11 Presidential Aides Most time the Aides that the President selects to be around him are the people the president depends on most for many of the decisions that need to be made. This is because Aides are not confirmed by the Senate. They get and lose their job by the service they provide to the president. They can provide the president with unbiased opinions because they do not have to worry about Congressional politics. In fact, they do not have to report to Congress on their dealings with the president (usually).

12 Independent Agencies Two Basic Types: Independent Executive Agencies
Independent Regulatory Agencies Independent Executive Agencies Have CEO type director. Deals with specific Program i.e. N.A.S.A. Designed to put distance between president and the issue the agency is designed to oversee. i.e. Space Shuttle Disasters President appoints and removes. Independent Regulatory Agencies President Appoint member of a Commission, with Senate Confirmation. Fixed term of office, designed to insolate the group from political pressures. Have Regulatory Authority (some rules have same impact as a law). Examples include E.P.A. and the Federal Reserve.

13 Government Corporations
Government run entities that provide a PUBLIC SERVICE. Government provides these services because They are vital to continued operation of the country. There is little or no PROFIT in providing the service Examples of Government Corporations include US Postal Service. AmTrak Federal Deposit Insurance Corporation. They collect fees for their service but do not make enough money to keep themselves operating without government subsidies. i.e. 37 cents to mail a letter is not enough to keep USPS operating. For this reason the federal government gives them money to operate each year.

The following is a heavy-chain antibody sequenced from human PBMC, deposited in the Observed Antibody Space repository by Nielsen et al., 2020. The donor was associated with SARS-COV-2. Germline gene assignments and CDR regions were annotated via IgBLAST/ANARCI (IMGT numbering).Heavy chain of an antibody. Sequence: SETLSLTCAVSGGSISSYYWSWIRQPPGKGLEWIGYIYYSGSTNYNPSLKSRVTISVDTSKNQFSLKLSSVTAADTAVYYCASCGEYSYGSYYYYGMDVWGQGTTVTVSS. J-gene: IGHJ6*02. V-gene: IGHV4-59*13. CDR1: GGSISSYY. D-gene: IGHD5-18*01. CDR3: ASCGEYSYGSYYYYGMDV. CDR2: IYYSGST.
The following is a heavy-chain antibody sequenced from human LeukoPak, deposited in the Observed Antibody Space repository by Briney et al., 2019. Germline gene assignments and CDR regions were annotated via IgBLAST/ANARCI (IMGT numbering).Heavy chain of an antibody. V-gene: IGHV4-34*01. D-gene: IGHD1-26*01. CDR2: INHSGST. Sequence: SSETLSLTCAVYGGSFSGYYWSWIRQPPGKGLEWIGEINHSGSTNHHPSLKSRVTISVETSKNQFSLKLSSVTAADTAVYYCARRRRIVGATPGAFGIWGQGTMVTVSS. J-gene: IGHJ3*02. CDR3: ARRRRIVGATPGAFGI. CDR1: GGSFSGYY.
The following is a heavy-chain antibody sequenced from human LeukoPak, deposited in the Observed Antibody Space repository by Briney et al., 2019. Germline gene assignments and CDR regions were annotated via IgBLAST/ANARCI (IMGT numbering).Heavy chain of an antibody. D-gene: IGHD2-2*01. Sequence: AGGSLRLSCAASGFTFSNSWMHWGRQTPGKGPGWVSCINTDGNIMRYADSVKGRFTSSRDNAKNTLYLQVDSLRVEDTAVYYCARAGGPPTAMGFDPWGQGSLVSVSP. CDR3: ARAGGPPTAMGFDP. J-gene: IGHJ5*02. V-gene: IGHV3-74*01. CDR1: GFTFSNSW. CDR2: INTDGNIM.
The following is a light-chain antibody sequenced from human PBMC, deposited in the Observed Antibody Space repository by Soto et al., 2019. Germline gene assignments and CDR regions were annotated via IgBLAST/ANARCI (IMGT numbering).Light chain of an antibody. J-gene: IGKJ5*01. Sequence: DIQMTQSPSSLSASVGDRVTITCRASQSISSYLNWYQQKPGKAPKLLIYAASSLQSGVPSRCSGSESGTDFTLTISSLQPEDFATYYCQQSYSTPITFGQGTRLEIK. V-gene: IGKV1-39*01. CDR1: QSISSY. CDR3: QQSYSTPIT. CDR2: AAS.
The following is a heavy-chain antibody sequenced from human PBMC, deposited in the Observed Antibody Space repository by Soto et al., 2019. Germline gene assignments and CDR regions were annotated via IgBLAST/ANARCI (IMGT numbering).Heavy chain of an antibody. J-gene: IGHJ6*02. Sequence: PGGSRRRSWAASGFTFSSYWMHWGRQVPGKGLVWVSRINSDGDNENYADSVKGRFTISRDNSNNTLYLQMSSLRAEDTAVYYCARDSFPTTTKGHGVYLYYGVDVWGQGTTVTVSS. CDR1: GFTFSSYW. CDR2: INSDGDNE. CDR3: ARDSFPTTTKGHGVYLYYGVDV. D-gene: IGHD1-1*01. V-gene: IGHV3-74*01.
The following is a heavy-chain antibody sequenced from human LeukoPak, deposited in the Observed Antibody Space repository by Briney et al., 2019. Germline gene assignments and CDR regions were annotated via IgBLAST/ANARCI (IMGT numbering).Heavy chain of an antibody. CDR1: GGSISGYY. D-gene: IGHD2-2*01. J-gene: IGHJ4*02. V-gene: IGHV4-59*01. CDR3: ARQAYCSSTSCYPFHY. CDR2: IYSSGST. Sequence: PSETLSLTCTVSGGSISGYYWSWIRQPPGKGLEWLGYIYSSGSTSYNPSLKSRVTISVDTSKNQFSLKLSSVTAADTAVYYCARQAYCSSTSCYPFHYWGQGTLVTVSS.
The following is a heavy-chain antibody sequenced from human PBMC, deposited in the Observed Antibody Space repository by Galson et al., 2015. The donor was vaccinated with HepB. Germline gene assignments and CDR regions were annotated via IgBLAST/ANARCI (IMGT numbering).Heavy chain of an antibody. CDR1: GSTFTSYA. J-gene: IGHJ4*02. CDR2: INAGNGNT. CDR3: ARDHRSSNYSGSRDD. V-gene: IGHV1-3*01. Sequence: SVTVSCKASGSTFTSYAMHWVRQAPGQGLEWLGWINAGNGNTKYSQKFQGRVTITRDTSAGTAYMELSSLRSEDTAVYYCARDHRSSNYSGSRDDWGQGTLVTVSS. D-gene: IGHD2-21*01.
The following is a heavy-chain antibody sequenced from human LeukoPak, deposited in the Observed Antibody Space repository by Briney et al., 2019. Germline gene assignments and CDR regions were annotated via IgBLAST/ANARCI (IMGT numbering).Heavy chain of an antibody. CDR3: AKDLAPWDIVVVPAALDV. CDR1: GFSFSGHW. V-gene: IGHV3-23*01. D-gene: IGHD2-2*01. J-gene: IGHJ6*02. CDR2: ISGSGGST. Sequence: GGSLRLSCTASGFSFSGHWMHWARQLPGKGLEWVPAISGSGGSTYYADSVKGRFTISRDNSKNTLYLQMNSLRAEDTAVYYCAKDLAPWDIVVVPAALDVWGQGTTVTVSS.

14 How Does Congress Check the Power of the President and the Bureaucracy?
Two powers of Congress to check the power of the president and bureaucracy. 1. Budgetary Control The federal budget is passed by Congress each year just as a piece of legislation is. For that reason the amount of money that each federal department, agency and organization has each year is greatly controlled by Congress. If Congress doesn’t appropriate you any money you can’t operate. 2. Legislative Oversight The ability of Congress to hold hearings to review the administrative operations of an agency. This is done to be sure that the agency is implementing the LAWS as Congress has intended them to. If Congress finds a problem in how a law is being implemented they can hold a hearing or even just the threat of a hearing can cause an agency to modify its activities.

15 Iron Triangles Iron Triangles
Close, stable relationship among agencies, interest groups, and congressional committees. All three groups brought something valuable to the relationship so they continued to work together over a long period of time. Had great impact on policy and laws in this country. Provided a power base for certain interest groups, federal agencies and congressional committees.

16 Iron Triangles (continued)

17 Issue Networks Issue Networks
operate on the same principle as the Iron Triangle. With each group bring something of importance to the discussion. The major difference being that the two governmental entities (congressional committees and the agencies are being provided information and pressure from competeing interest groups, not just one, or a small number of interest groups as in the Iron Triangle Model. The picture that is used to describe this arrangement looks more like a web than a triangle. A diagram of an Issue Network can be seen on page 389 of your textbook.